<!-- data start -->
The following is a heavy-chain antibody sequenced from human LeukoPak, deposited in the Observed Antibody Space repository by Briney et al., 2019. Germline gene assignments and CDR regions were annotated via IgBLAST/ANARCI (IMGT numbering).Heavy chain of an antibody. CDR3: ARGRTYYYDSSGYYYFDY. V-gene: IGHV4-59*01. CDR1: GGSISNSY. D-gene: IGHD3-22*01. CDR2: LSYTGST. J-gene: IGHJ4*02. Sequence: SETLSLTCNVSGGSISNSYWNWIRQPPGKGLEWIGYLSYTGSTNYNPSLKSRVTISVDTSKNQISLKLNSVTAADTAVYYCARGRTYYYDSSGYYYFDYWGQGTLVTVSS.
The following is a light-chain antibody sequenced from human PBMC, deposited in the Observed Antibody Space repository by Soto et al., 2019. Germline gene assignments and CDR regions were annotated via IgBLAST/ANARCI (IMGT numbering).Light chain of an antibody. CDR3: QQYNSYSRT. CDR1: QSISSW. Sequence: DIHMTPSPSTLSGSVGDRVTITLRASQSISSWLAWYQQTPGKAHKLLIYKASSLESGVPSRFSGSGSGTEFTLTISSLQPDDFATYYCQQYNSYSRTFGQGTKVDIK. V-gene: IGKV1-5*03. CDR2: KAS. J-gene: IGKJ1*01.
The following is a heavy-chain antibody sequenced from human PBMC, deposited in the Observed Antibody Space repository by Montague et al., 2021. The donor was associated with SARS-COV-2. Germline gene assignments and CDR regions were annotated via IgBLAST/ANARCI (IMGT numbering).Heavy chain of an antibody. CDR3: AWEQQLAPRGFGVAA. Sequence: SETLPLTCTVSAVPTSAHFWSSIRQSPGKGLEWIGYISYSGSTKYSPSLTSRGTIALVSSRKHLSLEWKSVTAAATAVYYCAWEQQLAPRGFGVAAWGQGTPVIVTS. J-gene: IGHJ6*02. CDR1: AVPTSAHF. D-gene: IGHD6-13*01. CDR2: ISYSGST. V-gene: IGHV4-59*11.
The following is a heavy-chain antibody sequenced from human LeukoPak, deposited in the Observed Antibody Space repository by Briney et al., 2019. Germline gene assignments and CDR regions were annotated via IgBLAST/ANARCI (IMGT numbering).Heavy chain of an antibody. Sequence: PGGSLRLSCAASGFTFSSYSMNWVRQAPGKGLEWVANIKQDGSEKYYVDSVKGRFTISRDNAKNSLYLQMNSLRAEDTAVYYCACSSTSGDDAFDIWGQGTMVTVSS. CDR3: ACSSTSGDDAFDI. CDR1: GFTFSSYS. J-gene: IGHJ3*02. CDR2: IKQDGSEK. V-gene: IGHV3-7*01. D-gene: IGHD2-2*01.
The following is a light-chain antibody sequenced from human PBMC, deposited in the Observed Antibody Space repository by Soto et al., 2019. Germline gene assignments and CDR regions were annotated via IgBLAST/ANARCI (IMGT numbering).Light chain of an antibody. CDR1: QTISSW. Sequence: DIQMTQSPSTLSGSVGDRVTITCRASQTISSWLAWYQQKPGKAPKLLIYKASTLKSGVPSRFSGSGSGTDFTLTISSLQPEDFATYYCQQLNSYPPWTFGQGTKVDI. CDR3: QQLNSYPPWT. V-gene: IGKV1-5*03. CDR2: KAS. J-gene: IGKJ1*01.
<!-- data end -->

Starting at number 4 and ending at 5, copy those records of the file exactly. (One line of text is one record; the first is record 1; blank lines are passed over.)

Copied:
The following is a heavy-chain antibody sequenced from human LeukoPak, deposited in the Observed Antibody Space repository by Briney et al., 2019. Germline gene assignments and CDR regions were annotated via IgBLAST/ANARCI (IMGT numbering).Heavy chain of an antibody. Sequence: PGGSLRLSCAASGFTFSSYSMNWVRQAPGKGLEWVANIKQDGSEKYYVDSVKGRFTISRDNAKNSLYLQMNSLRAEDTAVYYCACSSTSGDDAFDIWGQGTMVTVSS. CDR3: ACSSTSGDDAFDI. CDR1: GFTFSSYS. J-gene: IGHJ3*02. CDR2: IKQDGSEK. V-gene: IGHV3-7*01. D-gene: IGHD2-2*01.
The following is a light-chain antibody sequenced from human PBMC, deposited in the Observed Antibody Space repository by Soto et al., 2019. Germline gene assignments and CDR regions were annotated via IgBLAST/ANARCI (IMGT numbering).Light chain of an antibody. CDR1: QTISSW. Sequence: DIQMTQSPSTLSGSVGDRVTITCRASQTISSWLAWYQQKPGKAPKLLIYKASTLKSGVPSRFSGSGSGTDFTLTISSLQPEDFATYYCQQLNSYPPWTFGQGTKVDI. CDR3: QQLNSYPPWT. V-gene: IGKV1-5*03. CDR2: KAS. J-gene: IGKJ1*01.